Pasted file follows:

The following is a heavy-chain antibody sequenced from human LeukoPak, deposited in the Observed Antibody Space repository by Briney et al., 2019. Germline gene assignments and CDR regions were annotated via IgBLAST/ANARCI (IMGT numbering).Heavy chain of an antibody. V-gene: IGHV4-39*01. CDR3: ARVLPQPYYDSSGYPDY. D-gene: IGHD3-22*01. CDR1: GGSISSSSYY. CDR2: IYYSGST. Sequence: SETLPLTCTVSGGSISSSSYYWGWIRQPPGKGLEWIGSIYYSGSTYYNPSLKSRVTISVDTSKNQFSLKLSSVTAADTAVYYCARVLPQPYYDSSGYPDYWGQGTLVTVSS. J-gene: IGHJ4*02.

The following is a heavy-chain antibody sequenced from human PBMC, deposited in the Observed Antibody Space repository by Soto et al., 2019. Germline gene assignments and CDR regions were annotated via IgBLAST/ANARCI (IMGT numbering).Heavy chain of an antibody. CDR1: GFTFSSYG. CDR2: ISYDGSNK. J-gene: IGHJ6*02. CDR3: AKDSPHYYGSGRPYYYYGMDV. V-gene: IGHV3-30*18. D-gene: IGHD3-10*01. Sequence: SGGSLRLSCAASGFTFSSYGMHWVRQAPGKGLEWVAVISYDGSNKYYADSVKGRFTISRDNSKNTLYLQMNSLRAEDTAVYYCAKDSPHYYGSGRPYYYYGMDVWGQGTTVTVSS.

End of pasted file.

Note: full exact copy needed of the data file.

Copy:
The following is a heavy-chain antibody sequenced from human LeukoPak, deposited in the Observed Antibody Space repository by Briney et al., 2019. Germline gene assignments and CDR regions were annotated via IgBLAST/ANARCI (IMGT numbering).Heavy chain of an antibody. V-gene: IGHV4-39*01. CDR3: ARVLPQPYYDSSGYPDY. D-gene: IGHD3-22*01. CDR1: GGSISSSSYY. CDR2: IYYSGST. Sequence: SETLPLTCTVSGGSISSSSYYWGWIRQPPGKGLEWIGSIYYSGSTYYNPSLKSRVTISVDTSKNQFSLKLSSVTAADTAVYYCARVLPQPYYDSSGYPDYWGQGTLVTVSS. J-gene: IGHJ4*02.

The following is a heavy-chain antibody sequenced from human PBMC, deposited in the Observed Antibody Space repository by Soto et al., 2019. Germline gene assignments and CDR regions were annotated via IgBLAST/ANARCI (IMGT numbering).Heavy chain of an antibody. CDR1: GFTFSSYG. CDR2: ISYDGSNK. J-gene: IGHJ6*02. CDR3: AKDSPHYYGSGRPYYYYGMDV. V-gene: IGHV3-30*18. D-gene: IGHD3-10*01. Sequence: SGGSLRLSCAASGFTFSSYGMHWVRQAPGKGLEWVAVISYDGSNKYYADSVKGRFTISRDNSKNTLYLQMNSLRAEDTAVYYCAKDSPHYYGSGRPYYYYGMDVWGQGTTVTVSS.